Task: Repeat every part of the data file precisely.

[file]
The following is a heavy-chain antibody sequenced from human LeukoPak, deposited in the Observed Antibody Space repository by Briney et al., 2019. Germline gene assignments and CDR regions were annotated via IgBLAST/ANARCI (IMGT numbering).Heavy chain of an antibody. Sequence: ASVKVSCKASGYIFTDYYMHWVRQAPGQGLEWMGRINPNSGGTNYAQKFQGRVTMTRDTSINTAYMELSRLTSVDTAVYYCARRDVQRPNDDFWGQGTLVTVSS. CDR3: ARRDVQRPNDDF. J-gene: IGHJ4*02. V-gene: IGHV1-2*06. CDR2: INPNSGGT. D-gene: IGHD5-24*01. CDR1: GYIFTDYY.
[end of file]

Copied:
The following is a heavy-chain antibody sequenced from human LeukoPak, deposited in the Observed Antibody Space repository by Briney et al., 2019. Germline gene assignments and CDR regions were annotated via IgBLAST/ANARCI (IMGT numbering).Heavy chain of an antibody. Sequence: ASVKVSCKASGYIFTDYYMHWVRQAPGQGLEWMGRINPNSGGTNYAQKFQGRVTMTRDTSINTAYMELSRLTSVDTAVYYCARRDVQRPNDDFWGQGTLVTVSS. CDR3: ARRDVQRPNDDF. J-gene: IGHJ4*02. V-gene: IGHV1-2*06. CDR2: INPNSGGT. D-gene: IGHD5-24*01. CDR1: GYIFTDYY.